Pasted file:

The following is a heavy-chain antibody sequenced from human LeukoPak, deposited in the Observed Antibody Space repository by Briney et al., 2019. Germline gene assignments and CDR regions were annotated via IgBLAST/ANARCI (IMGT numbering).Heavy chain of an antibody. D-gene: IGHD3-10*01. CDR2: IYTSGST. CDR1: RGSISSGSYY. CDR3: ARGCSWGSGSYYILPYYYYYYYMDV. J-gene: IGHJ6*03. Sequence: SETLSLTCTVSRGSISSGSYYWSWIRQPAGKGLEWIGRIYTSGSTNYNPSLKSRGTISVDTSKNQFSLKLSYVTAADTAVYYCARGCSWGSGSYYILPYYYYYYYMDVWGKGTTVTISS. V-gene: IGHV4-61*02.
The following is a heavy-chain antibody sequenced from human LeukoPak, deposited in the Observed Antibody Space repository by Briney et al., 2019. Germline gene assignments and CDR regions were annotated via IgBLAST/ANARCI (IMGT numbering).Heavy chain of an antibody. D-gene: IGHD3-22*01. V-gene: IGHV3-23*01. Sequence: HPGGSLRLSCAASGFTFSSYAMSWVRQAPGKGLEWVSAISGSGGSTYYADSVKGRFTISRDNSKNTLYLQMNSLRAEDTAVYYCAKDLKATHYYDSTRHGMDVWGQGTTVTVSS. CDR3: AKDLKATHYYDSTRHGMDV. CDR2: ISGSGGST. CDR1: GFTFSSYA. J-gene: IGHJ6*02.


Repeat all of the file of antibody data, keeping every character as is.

The following is a heavy-chain antibody sequenced from human LeukoPak, deposited in the Observed Antibody Space repository by Briney et al., 2019. Germline gene assignments and CDR regions were annotated via IgBLAST/ANARCI (IMGT numbering).Heavy chain of an antibody. D-gene: IGHD3-10*01. CDR2: IYTSGST. CDR1: RGSISSGSYY. CDR3: ARGCSWGSGSYYILPYYYYYYYMDV. J-gene: IGHJ6*03. Sequence: SETLSLTCTVSRGSISSGSYYWSWIRQPAGKGLEWIGRIYTSGSTNYNPSLKSRGTISVDTSKNQFSLKLSYVTAADTAVYYCARGCSWGSGSYYILPYYYYYYYMDVWGKGTTVTISS. V-gene: IGHV4-61*02.
The following is a heavy-chain antibody sequenced from human LeukoPak, deposited in the Observed Antibody Space repository by Briney et al., 2019. Germline gene assignments and CDR regions were annotated via IgBLAST/ANARCI (IMGT numbering).Heavy chain of an antibody. D-gene: IGHD3-22*01. V-gene: IGHV3-23*01. Sequence: HPGGSLRLSCAASGFTFSSYAMSWVRQAPGKGLEWVSAISGSGGSTYYADSVKGRFTISRDNSKNTLYLQMNSLRAEDTAVYYCAKDLKATHYYDSTRHGMDVWGQGTTVTVSS. CDR3: AKDLKATHYYDSTRHGMDV. CDR2: ISGSGGST. CDR1: GFTFSSYA. J-gene: IGHJ6*02.